UN organizations launch campaigns for more toilets

16:19, March 22, 2010      

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To mark UN World Water Day on Monday, campaigners around the world will form huge symbolic toilet queues to urge governments everywhere to tackle the national and global sanitation crises that claim the lives of 4000 children every day, according to news reaching here from the UN organizations in Geneva.

“ The queue will see tens of thousands of people in 70 countries – from America to Zimbabwe – stand in line for the toilet to draw attention to the sanitation crises, which holds back the quality of life for 4 out of every ten humans,” said Jan Lane, Executive Director of the UN Water and Sanitation Cooperation Council, one of the organizers of the global campaign.

“Lack of proper sanitation can also adversely affect education and maternal and child health, economic growth and environmental protection, it kills more children than malaria, HIV&AIDS and TB combined,” Mr.Lane further commented.

The global queue is organized by End Water Poverty, Water Supply and Sanitation Collaborative Council, and Freshwater Action Network, three leading advocates for improved sanitation, hygiene and drinking water.
Campaigners worldwide will also be calling on ministers to take action at the first-ever High Level Meeting on Water and Sanitation taking place in Washington, D.C., on April 23.

According to the latest data from United Nations Children’s Fund, 4,000 children under the age of five die every day from preventable illnesses such as diarrhoea, typhoid, cholera and dysentery.

The UN estimates that half of girls who stop attending primary school in Africa do so because of the lack of safe and private toilets.
It is estimated that investing in sanitation is very rewarding, one dollar invested in safe sanitation generates 9 dollars in economic returns.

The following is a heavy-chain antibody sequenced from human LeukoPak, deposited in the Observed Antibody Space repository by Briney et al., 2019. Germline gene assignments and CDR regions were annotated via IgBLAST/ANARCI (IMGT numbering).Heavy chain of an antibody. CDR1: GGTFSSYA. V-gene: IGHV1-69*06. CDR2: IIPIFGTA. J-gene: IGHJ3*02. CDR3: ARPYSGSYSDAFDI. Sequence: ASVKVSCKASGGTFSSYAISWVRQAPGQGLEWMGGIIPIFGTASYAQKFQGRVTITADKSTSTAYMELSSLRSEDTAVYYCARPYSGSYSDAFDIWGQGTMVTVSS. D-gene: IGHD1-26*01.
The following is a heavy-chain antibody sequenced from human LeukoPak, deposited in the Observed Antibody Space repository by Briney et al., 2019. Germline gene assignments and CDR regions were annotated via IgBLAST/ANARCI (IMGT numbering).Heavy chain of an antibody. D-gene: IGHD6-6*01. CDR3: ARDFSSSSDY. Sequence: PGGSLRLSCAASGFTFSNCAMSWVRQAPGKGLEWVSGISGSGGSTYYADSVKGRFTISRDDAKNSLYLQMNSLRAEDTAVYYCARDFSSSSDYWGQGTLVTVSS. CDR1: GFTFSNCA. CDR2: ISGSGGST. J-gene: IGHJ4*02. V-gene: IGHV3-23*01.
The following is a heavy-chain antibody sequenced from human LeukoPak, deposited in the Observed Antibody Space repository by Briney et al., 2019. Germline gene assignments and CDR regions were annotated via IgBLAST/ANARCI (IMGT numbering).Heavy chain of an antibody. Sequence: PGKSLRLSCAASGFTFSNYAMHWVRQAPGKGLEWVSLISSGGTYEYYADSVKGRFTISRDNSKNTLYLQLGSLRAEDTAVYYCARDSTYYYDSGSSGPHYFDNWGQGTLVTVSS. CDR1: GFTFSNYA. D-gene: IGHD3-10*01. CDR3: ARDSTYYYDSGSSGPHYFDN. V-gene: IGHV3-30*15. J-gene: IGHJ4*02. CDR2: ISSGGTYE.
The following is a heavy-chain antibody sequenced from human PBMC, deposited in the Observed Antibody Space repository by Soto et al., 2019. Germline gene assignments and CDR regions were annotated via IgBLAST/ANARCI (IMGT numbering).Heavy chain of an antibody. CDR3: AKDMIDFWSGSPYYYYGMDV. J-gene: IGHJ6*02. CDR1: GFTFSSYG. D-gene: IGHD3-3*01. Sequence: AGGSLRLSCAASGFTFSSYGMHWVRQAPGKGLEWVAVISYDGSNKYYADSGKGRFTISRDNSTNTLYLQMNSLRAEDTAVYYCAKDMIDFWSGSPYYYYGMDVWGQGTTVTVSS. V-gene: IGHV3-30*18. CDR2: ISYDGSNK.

The campaigners express concerns that at current rates of progress, the world will miss the Millennium Development Goals sanitation target of halving the number of 2.6 billion people who lack of proper sanitation equipment by 2015.

Statistics show that some 1.1 billion people still defecate in the open. Eleven countries, (India, Indonesia, China, Ethiopia, Pakistan, Nigeria, Sudan, Nepal, Brazil, Niger and Bangladesh) are home to 81 per cent of them.

Open defecation is largely a rural phenomenon, most widely practiced in Southern Asian and Sub-Saharan Africa. Even in these two regions, declines in open defecation have been recorded, with a fall from 66 per cent of the population in 1990 to 44 per cent in 2008 in Southern Asia, and a corresponding decline in Sub-Saharan Africa from 36 per cent to27 per cent, according to the World Health Organization data.

Sub-Saharan Africa and the Oceania are the areas that are lagging behind. Just 60 per cent of the population in Sub-Saharan African and 50 per cent of the population in Oceania use improved sources of drinking-water.
The data from the WHO shows that great progress has been made in China and India.

In China, 89 per cent of the population of 1.3 billion has access to drinking-water from improved sources, up from 67 per cent in 1990. In India, 88 per cent of the population of 1.2 billion has access, as compared to 72 per cent in 1990.

By Xuefei Chen, People’s Daily Online reporter in Stockholm, xuefeic@yahoo.com
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